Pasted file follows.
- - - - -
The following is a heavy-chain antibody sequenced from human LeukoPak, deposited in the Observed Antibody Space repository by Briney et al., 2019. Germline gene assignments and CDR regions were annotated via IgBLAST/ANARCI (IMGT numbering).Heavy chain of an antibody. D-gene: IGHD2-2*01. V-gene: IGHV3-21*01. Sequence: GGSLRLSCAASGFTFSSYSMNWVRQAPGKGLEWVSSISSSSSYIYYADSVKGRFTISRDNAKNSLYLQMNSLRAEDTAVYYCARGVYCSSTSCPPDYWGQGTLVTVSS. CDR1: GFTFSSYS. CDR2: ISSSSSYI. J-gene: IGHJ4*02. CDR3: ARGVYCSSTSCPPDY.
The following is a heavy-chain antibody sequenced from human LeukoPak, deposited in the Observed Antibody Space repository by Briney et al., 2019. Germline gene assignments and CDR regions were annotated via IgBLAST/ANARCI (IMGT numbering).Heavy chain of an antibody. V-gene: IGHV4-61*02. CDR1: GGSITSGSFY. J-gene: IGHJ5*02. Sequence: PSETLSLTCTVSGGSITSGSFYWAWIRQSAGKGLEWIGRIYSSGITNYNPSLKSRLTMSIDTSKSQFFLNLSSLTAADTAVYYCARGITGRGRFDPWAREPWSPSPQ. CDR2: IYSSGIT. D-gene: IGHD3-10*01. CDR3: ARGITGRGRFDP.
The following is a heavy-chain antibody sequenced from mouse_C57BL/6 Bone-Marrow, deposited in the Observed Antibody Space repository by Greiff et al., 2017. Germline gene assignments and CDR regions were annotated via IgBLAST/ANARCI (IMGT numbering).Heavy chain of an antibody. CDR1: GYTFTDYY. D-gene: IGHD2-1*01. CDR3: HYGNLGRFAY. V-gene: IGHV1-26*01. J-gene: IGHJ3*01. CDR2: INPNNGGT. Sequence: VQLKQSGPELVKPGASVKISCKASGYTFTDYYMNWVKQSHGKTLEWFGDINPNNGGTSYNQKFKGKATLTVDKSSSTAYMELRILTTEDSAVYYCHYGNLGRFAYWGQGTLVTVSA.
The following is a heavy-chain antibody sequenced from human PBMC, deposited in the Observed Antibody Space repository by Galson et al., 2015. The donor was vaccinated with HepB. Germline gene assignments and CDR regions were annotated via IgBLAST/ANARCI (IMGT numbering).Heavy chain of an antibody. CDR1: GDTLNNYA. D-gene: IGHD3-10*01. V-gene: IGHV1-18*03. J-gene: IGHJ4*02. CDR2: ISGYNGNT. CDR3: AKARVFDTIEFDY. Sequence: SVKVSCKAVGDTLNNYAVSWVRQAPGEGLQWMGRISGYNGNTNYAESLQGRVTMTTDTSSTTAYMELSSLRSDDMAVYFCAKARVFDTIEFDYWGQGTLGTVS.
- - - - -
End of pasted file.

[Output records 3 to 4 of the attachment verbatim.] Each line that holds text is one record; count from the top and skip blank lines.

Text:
The following is a heavy-chain antibody sequenced from mouse_C57BL/6 Bone-Marrow, deposited in the Observed Antibody Space repository by Greiff et al., 2017. Germline gene assignments and CDR regions were annotated via IgBLAST/ANARCI (IMGT numbering).Heavy chain of an antibody. CDR1: GYTFTDYY. D-gene: IGHD2-1*01. CDR3: HYGNLGRFAY. V-gene: IGHV1-26*01. J-gene: IGHJ3*01. CDR2: INPNNGGT. Sequence: VQLKQSGPELVKPGASVKISCKASGYTFTDYYMNWVKQSHGKTLEWFGDINPNNGGTSYNQKFKGKATLTVDKSSSTAYMELRILTTEDSAVYYCHYGNLGRFAYWGQGTLVTVSA.
The following is a heavy-chain antibody sequenced from human PBMC, deposited in the Observed Antibody Space repository by Galson et al., 2015. The donor was vaccinated with HepB. Germline gene assignments and CDR regions were annotated via IgBLAST/ANARCI (IMGT numbering).Heavy chain of an antibody. CDR1: GDTLNNYA. D-gene: IGHD3-10*01. V-gene: IGHV1-18*03. J-gene: IGHJ4*02. CDR2: ISGYNGNT. CDR3: AKARVFDTIEFDY. Sequence: SVKVSCKAVGDTLNNYAVSWVRQAPGEGLQWMGRISGYNGNTNYAESLQGRVTMTTDTSSTTAYMELSSLRSDDMAVYFCAKARVFDTIEFDYWGQGTLGTVS.